Brand loyalty starts at an early age. I was probably 9 years of age when my father brought home an Olympus light microscope he had bought from one of his grad students. In 1980 I was thirteen and on vacation in Hong Kong, when my father picked up the brand new compact Olympus XA 35mm film camera. I wish I still had the microscope but I still have the XA¹ and used it extensively for the next two decades.
In the 1960s, the Japanese Ministry of International Trade and Industry (MITI) was intent on reducing the number of competing Japanese companies so that one large company could benefit from economies of scale. At the time Japan had many small automobile and optical companies. Despite Olympus’ long corporate history, it was a small player and had to find and dominate a niche specialist market in order to stay independent. Fortuitously they had just hired a young new designer named Yoshihisa Maitani who would blaze a four decade trail starting with the Pen F, the Trip 35 and then the OM-1: models which would brand the company as a maker of innovative, ergonomic and compact cameras with a supporting ecosystem of compact, optically excellent lenses.
The point of this exercise in nostalgia is to reacquaint ourselves with the compact XA and LT1 film cameras and what made Olympus a company at the end of the last century, and where it needs to go moving forward. And if these two cameras are still relevant in the digital age or just interesting museum pieces.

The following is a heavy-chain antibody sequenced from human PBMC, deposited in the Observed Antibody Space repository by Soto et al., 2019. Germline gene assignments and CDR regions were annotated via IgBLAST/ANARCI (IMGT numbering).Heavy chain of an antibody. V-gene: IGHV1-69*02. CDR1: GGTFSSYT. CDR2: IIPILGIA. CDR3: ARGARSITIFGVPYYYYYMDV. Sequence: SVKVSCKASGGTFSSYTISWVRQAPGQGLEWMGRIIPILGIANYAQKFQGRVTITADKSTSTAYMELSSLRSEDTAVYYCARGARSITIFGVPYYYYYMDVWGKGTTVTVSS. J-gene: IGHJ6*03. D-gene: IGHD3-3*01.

Maitani employed full sized clay models in sculpting the body of the XA in order to ensure a snag free pocket fitting form as well as appealing to the feminine esthetic since in Japan cameras are very much a fashion accessory. Maitani stated in an interview, “the goal was, this is my lifelong theme, a pocketable camera that can be carried anywhere.” A camera that needed neither a case or a lens cap, the unique clam shell case would function as both.
Maitani did not want a collapsible lens, he wanted the camera to be ready to shoot as soon as the clam shell halves were pulled open. What resulted was a 6 element reverse retrofocus type lens with an inward focusing third element that was shorter than its 35mm focal length. Paired with an accurate double image coupled rangefinder with parallax correction marks, high quality photos rivaling full bodied SLRs were possible. It was the camera that professionals carried on their vacations.